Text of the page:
For those in the area: PBCC gearing up to offer four-year nursing degrees - South Florida

A four-year nursing degree may soon be available at Palm Beach Community College as the school flexes its bachelor's degree-granting muscle to meet workforce needs.

School trustees voted last month to seek state permission to offer a bachelor of science degree in nursing.

PBCC offers a two-year degree in the profession, but to earn a bachelor's degree, students must transfer to Florida Atlantic University or another school with a four-year program.

Magdala Ray, dean of baccalaureate studies at PBCC, said the nursing program could open in fall 2011 or spring 2012, pending approval by the Florida Department of Education.

"It's about a two-year process," Ray said. "We have to make sure we have the proper faculty on board."

According to the Florida Agency for Workforce Innovation, nursing is a high-growth area for jobs.

A recent agency report found that through 2016 there will be 2,346 average annual openings in Florida for licensed practical and licensed vocational nurses.

Annual openings for registered nurses are expected to be even higher at 6,613.

While licensed practical, vocational and registered nurses require two-year degrees, nurses with bachelor's degrees also will be needed, especially as Baby Boomers retire.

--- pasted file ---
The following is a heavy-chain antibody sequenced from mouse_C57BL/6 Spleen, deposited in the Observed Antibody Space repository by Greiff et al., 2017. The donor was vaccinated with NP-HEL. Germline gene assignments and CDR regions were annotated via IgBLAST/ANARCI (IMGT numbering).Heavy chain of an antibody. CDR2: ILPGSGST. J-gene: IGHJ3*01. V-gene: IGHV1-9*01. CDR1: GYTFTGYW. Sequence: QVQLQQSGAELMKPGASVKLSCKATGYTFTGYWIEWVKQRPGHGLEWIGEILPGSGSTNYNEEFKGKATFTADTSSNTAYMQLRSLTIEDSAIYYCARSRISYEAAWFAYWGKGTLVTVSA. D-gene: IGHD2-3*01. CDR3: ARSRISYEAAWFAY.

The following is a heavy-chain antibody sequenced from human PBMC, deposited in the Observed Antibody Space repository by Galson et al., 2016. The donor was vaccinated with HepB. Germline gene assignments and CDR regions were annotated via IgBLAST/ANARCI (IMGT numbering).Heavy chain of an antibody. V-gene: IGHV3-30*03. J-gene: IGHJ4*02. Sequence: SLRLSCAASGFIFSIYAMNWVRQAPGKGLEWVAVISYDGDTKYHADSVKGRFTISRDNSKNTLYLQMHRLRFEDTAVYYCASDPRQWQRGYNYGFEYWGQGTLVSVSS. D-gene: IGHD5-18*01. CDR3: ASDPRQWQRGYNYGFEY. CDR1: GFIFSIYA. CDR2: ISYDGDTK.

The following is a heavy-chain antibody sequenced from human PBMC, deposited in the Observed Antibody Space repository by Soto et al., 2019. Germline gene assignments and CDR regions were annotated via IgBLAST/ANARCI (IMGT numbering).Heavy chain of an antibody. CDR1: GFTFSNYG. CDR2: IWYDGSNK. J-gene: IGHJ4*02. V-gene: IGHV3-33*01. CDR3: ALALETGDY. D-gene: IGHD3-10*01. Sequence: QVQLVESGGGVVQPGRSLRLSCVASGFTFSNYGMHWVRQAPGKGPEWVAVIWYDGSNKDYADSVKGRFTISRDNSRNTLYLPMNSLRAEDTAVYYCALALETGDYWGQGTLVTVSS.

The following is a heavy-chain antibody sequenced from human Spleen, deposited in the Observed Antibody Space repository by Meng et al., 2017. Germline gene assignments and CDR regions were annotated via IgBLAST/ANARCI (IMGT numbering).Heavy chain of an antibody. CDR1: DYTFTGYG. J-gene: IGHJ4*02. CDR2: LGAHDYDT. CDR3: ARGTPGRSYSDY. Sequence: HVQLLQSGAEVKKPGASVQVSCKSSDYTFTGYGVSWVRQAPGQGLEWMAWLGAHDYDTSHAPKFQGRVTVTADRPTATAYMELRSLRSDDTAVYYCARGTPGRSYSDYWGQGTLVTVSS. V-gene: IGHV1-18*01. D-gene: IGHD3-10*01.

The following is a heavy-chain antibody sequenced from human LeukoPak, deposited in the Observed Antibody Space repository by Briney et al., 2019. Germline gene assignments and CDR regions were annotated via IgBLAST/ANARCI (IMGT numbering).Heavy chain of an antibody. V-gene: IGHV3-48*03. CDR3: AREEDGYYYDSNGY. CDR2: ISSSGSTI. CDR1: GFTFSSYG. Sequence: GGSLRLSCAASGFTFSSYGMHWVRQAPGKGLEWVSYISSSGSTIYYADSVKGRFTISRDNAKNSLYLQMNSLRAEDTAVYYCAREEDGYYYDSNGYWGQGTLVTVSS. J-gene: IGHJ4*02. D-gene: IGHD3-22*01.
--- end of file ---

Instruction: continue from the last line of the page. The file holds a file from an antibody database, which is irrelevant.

"We certainly know there will be a long-term nursing shortage in Florida," said Marlaine Smith, associate dean for academic programs in FAU's nursing program. "Baby Boomers are approaching the age where they will need health care, but also many nurses are approaching retirement. That's going to produce a very severe shortage."

FAU's nursing college usually has too many applicants for its traditional nursing program, which admits about 30 students each year. An accelerated program for students who have a bachelor's degree in another area can accept 40 students.

FAU has as many as 500 spots, however, for community college transfer students who have earned their two-year degree as a registered nurse.

"We don't have limited space in that program, so we could see ourselves in competition with PBCC, but I prefer to see it as a cooperative position," Smith said.

Despite workforce estimates, only 30 percent of this spring's nursing class at FAU had jobs when they graduated -- a sign, Smith said, of the struggling economy and patients' delays in meeting health-care needs.

Smith still predicts a future need for nurses. Some students are just more comfortable in a community college setting and may choose to continue their education at PBCC if it offers the bachelor's degree, she said.

Plus, the college's program will start small with just 30 students.

PBCC will begin offering classes for its first bachelor's degree this fall. Nearly 500 people have applied for the program, which trains students for managerial positions in public safety, business and health administration.

"It shows there really is a desire out there for more job training," Ray said.